- The literacy rate among persons of age 15 years and above was the highest for Christians, for both the sexes in rural and urban areas. The proportion of persons of age 15 years and above with educational level secondary and above was the highest for Christians, followed by Sikhs.
- The current attendance rates in educational institutions were higher among males than females and also higher in urban areas than in rural areas. The current attendance rates in educational institutions among persons of age 0-29 years were the highest among Christians for rural males, rural females, urban males and urban females.
- The Labour Force Participation Rate (LFPR) for male was much higher than female for all religious groups - the differential being greater in urban areas. The male-female differential in LFPR was the lowest among Christians. The LFPR for rural male, rural female and urban female was the highest for Christians while that for urban male was the highest for Sikhs.
- Work Participation Rate (WPR) for male was much higher than female for all the religious groups - the differential being greater in the urban areas. The male-female differential in WPR was the lowest among Christians.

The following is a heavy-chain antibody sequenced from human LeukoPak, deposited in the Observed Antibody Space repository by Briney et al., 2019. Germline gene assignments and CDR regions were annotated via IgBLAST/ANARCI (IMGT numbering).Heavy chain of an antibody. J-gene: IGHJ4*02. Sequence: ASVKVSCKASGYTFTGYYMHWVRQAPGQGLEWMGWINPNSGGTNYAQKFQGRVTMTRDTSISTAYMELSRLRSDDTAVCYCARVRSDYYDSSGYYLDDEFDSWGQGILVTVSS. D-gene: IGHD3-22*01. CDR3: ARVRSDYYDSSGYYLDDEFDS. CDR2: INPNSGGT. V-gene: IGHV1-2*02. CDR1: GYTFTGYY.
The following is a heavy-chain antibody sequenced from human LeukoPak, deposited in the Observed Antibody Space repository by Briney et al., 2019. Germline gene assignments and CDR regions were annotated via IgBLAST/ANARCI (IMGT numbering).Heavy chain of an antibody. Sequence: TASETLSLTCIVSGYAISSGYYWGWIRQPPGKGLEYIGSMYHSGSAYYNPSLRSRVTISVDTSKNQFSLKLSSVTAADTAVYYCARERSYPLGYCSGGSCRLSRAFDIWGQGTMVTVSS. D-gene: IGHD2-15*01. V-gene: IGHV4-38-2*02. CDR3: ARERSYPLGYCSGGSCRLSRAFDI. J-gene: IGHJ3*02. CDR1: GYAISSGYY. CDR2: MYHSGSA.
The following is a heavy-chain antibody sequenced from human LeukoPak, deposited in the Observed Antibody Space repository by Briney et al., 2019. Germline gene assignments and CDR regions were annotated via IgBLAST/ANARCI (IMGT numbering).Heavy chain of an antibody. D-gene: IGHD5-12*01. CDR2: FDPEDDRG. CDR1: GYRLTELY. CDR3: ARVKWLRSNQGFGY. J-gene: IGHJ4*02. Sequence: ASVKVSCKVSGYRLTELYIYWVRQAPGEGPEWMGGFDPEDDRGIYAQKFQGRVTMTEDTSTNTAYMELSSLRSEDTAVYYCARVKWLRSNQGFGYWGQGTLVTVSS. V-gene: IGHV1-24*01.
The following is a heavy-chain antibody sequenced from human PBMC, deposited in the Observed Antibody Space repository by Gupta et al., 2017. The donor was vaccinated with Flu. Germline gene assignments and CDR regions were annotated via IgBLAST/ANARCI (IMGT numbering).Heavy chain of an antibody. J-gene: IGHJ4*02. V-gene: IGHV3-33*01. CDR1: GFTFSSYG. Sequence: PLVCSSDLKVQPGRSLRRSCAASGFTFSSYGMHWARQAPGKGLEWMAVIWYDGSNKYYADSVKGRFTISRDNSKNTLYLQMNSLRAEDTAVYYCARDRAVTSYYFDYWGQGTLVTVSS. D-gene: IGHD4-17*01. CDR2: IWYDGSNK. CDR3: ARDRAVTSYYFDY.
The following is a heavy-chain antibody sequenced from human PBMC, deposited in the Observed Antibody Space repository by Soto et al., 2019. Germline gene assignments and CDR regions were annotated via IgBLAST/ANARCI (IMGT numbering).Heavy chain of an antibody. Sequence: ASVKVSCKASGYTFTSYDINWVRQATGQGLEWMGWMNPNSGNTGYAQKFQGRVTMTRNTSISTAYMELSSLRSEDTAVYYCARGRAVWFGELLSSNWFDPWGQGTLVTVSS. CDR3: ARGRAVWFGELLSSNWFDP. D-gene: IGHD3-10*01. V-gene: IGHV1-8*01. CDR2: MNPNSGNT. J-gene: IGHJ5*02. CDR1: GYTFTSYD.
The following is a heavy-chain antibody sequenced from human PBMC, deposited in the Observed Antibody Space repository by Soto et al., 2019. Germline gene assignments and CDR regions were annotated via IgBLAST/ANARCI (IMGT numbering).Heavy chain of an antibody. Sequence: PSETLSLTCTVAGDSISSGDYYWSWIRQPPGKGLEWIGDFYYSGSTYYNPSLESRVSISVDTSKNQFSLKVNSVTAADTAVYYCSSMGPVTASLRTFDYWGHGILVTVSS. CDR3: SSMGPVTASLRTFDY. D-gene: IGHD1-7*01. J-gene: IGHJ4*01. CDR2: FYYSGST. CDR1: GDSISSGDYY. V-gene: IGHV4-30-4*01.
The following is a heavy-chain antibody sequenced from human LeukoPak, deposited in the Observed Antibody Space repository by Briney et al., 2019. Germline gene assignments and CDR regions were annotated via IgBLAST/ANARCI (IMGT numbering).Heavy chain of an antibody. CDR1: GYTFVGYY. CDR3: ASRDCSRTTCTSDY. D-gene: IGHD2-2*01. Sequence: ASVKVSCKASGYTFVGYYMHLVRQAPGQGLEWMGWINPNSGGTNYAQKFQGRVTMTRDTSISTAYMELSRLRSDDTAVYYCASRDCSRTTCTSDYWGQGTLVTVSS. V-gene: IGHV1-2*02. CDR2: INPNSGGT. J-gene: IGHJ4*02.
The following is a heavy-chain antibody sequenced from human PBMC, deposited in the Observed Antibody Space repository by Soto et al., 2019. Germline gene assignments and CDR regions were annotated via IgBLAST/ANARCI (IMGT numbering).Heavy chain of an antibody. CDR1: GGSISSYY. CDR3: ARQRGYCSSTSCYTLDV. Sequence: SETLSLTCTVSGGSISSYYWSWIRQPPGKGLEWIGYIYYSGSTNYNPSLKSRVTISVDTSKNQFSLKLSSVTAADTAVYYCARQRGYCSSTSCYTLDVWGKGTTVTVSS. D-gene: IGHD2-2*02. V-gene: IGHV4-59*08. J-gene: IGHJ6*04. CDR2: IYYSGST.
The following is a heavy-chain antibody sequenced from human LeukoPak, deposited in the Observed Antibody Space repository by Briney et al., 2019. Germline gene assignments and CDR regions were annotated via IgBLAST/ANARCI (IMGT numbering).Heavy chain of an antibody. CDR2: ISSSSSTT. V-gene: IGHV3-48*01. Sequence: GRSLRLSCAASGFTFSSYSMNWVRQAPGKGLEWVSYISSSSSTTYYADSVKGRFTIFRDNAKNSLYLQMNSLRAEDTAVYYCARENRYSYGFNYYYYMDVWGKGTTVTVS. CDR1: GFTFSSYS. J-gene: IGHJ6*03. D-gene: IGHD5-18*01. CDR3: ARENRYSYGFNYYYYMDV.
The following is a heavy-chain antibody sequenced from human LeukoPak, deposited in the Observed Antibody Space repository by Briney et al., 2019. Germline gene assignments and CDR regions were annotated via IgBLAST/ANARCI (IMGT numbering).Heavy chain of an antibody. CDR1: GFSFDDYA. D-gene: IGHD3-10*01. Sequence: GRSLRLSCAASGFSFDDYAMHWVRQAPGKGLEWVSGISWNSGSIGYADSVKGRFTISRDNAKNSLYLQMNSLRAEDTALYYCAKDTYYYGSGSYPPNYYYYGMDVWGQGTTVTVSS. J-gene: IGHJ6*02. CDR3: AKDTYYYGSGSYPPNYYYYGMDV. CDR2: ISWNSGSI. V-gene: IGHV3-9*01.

- In rural areas, majority of male workers belonged to the categories not literate (28 per cent) or literate and up to primary (28 per cent) while majority of female workers belonged to the category not literate (59 per cent). The proportion of male workers with general education level secondary & above was the highest for Christians (32 per cent), followed by Sikhs (30 per cent). In urban areas, majority of male workers belonged to the education category level secondary & above (52 per cent). Among urban males, proportion of workers with level of education secondary & above was 58 per cent each for Christians and Sikhs whereas those were 30 per cent for Muslims.
- The unemployment rate in rural areas is less than that of urban areas. In rural areas, during 2009-10, unemployment rate was the highest for Christians for both males (3 per cent) and females (6 per cent). In urban areas, unemployment rate was the highest for Sikhs for both males (6 per cent) and females (8 per cent).
Prime Minister’s 15 Point Programme for the Welfare of Minorities
Government of India has formulated the “Prime Minister’s New 15-Point Programme for the Welfare of Minorities”. An important objective of the Programme is to ensure that an appropriate percentage of the priority sector lending is targeted for the minority communities and that the benefits of various government sponsored schemes reach the under-privileged, which includes the disadvantaged sections of the minority communities. The Programme is being implemented by the Central Ministries/Departments concerned through State Governments/Union Territories and envisages location of certain proportion of development projects in minority concentration districts.
Source : Ministry of Minority Affairs